The middle and later periods of poets tend to be overlooked. Those who might have been father figures to poets of my generation, poets with major reputations, poets who were influences, movers and shakers, helpers or critics of others, have fared variously. Peter Porter always did remain a major figure, important to the most prominent publishing houses. Late Porter is no whit less strong than early Porter - in fact it is clearer, subtler, of wider range. Vernon Scannell's reputation seems to have gone underground for now, but I am confident it will rise again. Alan Brownjohn's has risen, through sheer vigour. The publishers let go, but he has not. He has worked with a furious energy. Dannie Abse is unshaken, a proper living monument. Elaine Feinstein remains important and energetic and Fleur Adcock, who wrote little for years, has now returned, her cool crystalline voice tinged with irony.
This post is really about second wind in poets, the power of maturity. Both Anthony Thwaite and Moniza Alvi made their reputations early, and when their work is found in anthologies, latterly more Alvi's than Thwaite's, it is the poems with which they made their reputations: Thwaite as a distinct figure in Larkinland, that is the say with the sensibility of post-war Britain in slightly fancier mode (I think of those Victorian Voices) and Alvi (a little like me, but more so) as a representative figure of multicultural Britain.
Both have moved on to what, to my mind, is more exciting territory. Thwaite has hit the clear gravity that was always at the core of the poems but was rarely the whole poem. There was in the early poems an occasional sense that the poems articulated something that might have been articulated almost as well in prose. The late poems though have a depth, a distilled unsentimental pathos, while retaining the playfulness. It is as if the poems had fallen naturally into place: the language is simple, the idea still clear, still capable of being paraphrased, but paraphrase is less apt. The perception has become fully poetry.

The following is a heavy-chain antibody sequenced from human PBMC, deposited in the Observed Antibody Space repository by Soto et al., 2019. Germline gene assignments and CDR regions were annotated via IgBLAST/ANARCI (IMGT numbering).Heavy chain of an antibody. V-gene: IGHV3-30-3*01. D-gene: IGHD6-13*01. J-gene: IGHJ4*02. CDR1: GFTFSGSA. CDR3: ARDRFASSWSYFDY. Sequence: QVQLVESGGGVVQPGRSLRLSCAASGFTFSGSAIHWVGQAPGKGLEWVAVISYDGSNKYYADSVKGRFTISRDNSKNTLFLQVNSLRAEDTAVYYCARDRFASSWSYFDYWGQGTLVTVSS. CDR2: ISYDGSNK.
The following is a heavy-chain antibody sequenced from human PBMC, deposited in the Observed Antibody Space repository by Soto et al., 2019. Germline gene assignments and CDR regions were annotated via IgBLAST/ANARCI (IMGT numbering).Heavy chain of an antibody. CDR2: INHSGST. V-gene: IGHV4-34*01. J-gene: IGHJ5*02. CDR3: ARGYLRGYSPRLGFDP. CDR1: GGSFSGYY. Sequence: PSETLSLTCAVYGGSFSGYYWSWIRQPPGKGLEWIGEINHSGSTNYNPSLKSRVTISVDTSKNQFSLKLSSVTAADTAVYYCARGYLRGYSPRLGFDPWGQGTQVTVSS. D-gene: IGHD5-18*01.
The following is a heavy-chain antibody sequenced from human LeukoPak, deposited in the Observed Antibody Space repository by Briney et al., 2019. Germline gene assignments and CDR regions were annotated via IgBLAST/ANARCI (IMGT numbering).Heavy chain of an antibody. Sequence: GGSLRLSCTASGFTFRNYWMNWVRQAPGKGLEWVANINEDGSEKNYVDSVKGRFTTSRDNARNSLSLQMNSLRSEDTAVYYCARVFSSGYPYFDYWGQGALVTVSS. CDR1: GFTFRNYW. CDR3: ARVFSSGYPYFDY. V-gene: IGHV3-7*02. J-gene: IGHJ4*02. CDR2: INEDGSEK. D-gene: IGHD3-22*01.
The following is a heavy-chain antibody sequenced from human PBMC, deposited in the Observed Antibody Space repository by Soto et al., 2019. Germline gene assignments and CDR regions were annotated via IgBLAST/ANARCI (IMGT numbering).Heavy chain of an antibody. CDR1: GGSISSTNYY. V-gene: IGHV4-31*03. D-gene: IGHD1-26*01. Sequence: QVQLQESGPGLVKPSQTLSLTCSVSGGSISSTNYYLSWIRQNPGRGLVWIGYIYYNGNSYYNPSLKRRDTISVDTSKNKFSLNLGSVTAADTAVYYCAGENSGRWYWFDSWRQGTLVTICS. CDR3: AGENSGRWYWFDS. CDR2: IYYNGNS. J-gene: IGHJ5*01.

Moniza Alvi's work caught fire for me from 2000 onward, once the search for the balance between Pakistani and British identity was over, or at least shelved. Since then she has written ever clearer, ever more vivid poems, poems that spring out of a less dutiful imagination. The language is clear, indeed clearer, but the ideas are ever more ambitious, ever more playful, ever more surreal, ever more realised. The images leap into being and blaze more brightly.
Here's Alvi's poem, Fish, one from the book where she imagines being a husband and having a wife, Carrying my Wife (2000)
I envied my wife her nightly visions.
She'd lay each one proudly on the bed
like a plump, iridescent fish,
and ask me to identify it.
Some nights I'd even manage to trap
my own by concentrating hard,
submerging the net into blue-black waters.
I'd place my catch on the rippling sheet.
So we'd have our own two fish, almost
indecent, nuzzling each other's mouths,
soul-fish, awkward in our hands,
hungry, as if our lives were a host
of crumbs to gulp in greedily.
They'd beat their tails very fast
until we could only see the one dream
moving between us, or feel stirring
one enormous fish, with our own lives
grieving, joyful, growing in its belly.
And here is Thwaite from his pamphlet ,'Late Poems',
A light goes on:
Something is telling mw
The camera is too full of memories.
Before I take another picture
Some must be cancelled.
So I must choose:
Blank out some bits of past,
Or print what's thre and leave room for the rest
While there's still time. Which shall I press?
What shall I lose?